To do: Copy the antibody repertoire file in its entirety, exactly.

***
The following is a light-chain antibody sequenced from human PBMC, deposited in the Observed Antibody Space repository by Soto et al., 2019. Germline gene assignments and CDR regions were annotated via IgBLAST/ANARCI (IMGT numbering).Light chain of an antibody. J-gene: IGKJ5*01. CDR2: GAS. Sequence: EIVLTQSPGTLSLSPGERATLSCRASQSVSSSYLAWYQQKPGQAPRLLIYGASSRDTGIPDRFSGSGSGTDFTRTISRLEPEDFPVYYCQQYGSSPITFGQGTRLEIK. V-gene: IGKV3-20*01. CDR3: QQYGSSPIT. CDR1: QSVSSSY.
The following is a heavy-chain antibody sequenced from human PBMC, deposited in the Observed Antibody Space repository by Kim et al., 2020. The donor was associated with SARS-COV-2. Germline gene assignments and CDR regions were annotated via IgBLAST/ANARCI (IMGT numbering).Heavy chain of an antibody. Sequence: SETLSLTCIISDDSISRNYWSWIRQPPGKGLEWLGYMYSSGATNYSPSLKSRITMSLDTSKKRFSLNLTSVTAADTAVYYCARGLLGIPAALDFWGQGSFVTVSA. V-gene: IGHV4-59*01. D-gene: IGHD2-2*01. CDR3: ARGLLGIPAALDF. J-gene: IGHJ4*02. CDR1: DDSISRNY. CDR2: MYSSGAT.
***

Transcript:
The following is a light-chain antibody sequenced from human PBMC, deposited in the Observed Antibody Space repository by Soto et al., 2019. Germline gene assignments and CDR regions were annotated via IgBLAST/ANARCI (IMGT numbering).Light chain of an antibody. J-gene: IGKJ5*01. CDR2: GAS. Sequence: EIVLTQSPGTLSLSPGERATLSCRASQSVSSSYLAWYQQKPGQAPRLLIYGASSRDTGIPDRFSGSGSGTDFTRTISRLEPEDFPVYYCQQYGSSPITFGQGTRLEIK. V-gene: IGKV3-20*01. CDR3: QQYGSSPIT. CDR1: QSVSSSY.
The following is a heavy-chain antibody sequenced from human PBMC, deposited in the Observed Antibody Space repository by Kim et al., 2020. The donor was associated with SARS-COV-2. Germline gene assignments and CDR regions were annotated via IgBLAST/ANARCI (IMGT numbering).Heavy chain of an antibody. Sequence: SETLSLTCIISDDSISRNYWSWIRQPPGKGLEWLGYMYSSGATNYSPSLKSRITMSLDTSKKRFSLNLTSVTAADTAVYYCARGLLGIPAALDFWGQGSFVTVSA. V-gene: IGHV4-59*01. D-gene: IGHD2-2*01. CDR3: ARGLLGIPAALDF. J-gene: IGHJ4*02. CDR1: DDSISRNY. CDR2: MYSSGAT.